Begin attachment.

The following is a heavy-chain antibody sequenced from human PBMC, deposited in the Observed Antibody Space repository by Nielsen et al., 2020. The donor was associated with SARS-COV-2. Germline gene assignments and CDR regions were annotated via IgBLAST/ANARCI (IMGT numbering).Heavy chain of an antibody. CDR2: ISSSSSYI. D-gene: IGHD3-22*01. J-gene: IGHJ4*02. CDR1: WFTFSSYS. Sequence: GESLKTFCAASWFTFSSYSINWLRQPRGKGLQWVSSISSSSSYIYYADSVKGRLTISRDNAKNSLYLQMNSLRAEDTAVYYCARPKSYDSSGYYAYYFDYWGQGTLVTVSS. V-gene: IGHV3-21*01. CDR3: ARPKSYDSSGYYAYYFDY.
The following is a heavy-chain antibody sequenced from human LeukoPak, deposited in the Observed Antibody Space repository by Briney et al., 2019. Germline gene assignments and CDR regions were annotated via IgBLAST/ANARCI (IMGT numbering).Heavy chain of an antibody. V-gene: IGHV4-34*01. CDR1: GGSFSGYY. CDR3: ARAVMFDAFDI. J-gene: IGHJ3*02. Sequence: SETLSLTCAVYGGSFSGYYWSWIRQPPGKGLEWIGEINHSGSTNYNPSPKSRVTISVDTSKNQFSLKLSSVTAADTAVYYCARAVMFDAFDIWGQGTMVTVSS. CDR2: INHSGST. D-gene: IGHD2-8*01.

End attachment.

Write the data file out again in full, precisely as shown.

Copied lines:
The following is a heavy-chain antibody sequenced from human PBMC, deposited in the Observed Antibody Space repository by Nielsen et al., 2020. The donor was associated with SARS-COV-2. Germline gene assignments and CDR regions were annotated via IgBLAST/ANARCI (IMGT numbering).Heavy chain of an antibody. CDR2: ISSSSSYI. D-gene: IGHD3-22*01. J-gene: IGHJ4*02. CDR1: WFTFSSYS. Sequence: GESLKTFCAASWFTFSSYSINWLRQPRGKGLQWVSSISSSSSYIYYADSVKGRLTISRDNAKNSLYLQMNSLRAEDTAVYYCARPKSYDSSGYYAYYFDYWGQGTLVTVSS. V-gene: IGHV3-21*01. CDR3: ARPKSYDSSGYYAYYFDY.
The following is a heavy-chain antibody sequenced from human LeukoPak, deposited in the Observed Antibody Space repository by Briney et al., 2019. Germline gene assignments and CDR regions were annotated via IgBLAST/ANARCI (IMGT numbering).Heavy chain of an antibody. V-gene: IGHV4-34*01. CDR1: GGSFSGYY. CDR3: ARAVMFDAFDI. J-gene: IGHJ3*02. Sequence: SETLSLTCAVYGGSFSGYYWSWIRQPPGKGLEWIGEINHSGSTNYNPSPKSRVTISVDTSKNQFSLKLSSVTAADTAVYYCARAVMFDAFDIWGQGTMVTVSS. CDR2: INHSGST. D-gene: IGHD2-8*01.